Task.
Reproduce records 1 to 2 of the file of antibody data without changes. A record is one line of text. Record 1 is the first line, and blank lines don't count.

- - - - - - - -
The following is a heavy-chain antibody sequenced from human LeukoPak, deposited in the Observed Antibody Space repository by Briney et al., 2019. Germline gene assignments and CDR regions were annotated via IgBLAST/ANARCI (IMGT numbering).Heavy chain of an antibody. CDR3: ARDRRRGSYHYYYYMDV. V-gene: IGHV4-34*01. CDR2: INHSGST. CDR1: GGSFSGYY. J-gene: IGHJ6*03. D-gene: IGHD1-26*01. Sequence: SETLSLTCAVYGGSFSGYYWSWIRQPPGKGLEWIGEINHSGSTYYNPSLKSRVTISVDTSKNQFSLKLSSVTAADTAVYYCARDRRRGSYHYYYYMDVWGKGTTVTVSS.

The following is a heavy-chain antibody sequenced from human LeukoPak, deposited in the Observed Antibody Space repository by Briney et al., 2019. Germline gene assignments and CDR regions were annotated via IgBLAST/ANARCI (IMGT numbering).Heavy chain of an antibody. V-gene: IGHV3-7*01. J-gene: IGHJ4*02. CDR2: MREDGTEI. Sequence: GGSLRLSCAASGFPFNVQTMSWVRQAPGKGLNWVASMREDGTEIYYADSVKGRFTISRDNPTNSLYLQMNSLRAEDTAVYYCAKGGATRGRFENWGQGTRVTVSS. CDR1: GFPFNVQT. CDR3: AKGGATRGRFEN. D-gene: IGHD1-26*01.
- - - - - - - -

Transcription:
The following is a heavy-chain antibody sequenced from human LeukoPak, deposited in the Observed Antibody Space repository by Briney et al., 2019. Germline gene assignments and CDR regions were annotated via IgBLAST/ANARCI (IMGT numbering).Heavy chain of an antibody. CDR3: ARDRRRGSYHYYYYMDV. V-gene: IGHV4-34*01. CDR2: INHSGST. CDR1: GGSFSGYY. J-gene: IGHJ6*03. D-gene: IGHD1-26*01. Sequence: SETLSLTCAVYGGSFSGYYWSWIRQPPGKGLEWIGEINHSGSTYYNPSLKSRVTISVDTSKNQFSLKLSSVTAADTAVYYCARDRRRGSYHYYYYMDVWGKGTTVTVSS.

The following is a heavy-chain antibody sequenced from human LeukoPak, deposited in the Observed Antibody Space repository by Briney et al., 2019. Germline gene assignments and CDR regions were annotated via IgBLAST/ANARCI (IMGT numbering).Heavy chain of an antibody. V-gene: IGHV3-7*01. J-gene: IGHJ4*02. CDR2: MREDGTEI. Sequence: GGSLRLSCAASGFPFNVQTMSWVRQAPGKGLNWVASMREDGTEIYYADSVKGRFTISRDNPTNSLYLQMNSLRAEDTAVYYCAKGGATRGRFENWGQGTRVTVSS. CDR1: GFPFNVQT. CDR3: AKGGATRGRFEN. D-gene: IGHD1-26*01.